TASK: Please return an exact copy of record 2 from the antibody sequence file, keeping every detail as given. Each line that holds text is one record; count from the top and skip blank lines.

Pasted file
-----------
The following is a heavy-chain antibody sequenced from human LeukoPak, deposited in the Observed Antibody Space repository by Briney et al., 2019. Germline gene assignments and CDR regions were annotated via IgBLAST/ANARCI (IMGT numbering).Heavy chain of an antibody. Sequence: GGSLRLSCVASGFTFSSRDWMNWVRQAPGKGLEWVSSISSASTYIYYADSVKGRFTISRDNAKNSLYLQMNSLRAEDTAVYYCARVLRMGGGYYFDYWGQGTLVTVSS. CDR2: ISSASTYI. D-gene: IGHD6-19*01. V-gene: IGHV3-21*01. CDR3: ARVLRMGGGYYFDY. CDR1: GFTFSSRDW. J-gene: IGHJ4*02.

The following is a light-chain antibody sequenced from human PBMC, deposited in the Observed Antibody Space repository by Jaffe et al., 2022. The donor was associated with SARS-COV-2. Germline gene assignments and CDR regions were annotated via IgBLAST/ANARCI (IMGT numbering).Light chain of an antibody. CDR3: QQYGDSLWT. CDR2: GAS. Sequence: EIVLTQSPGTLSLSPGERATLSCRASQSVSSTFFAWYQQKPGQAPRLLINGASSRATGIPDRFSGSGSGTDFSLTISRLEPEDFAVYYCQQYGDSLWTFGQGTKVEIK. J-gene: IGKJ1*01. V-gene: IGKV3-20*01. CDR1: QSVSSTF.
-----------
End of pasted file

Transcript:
The following is a light-chain antibody sequenced from human PBMC, deposited in the Observed Antibody Space repository by Jaffe et al., 2022. The donor was associated with SARS-COV-2. Germline gene assignments and CDR regions were annotated via IgBLAST/ANARCI (IMGT numbering).Light chain of an antibody. CDR3: QQYGDSLWT. CDR2: GAS. Sequence: EIVLTQSPGTLSLSPGERATLSCRASQSVSSTFFAWYQQKPGQAPRLLINGASSRATGIPDRFSGSGSGTDFSLTISRLEPEDFAVYYCQQYGDSLWTFGQGTKVEIK. J-gene: IGKJ1*01. V-gene: IGKV3-20*01. CDR1: QSVSSTF.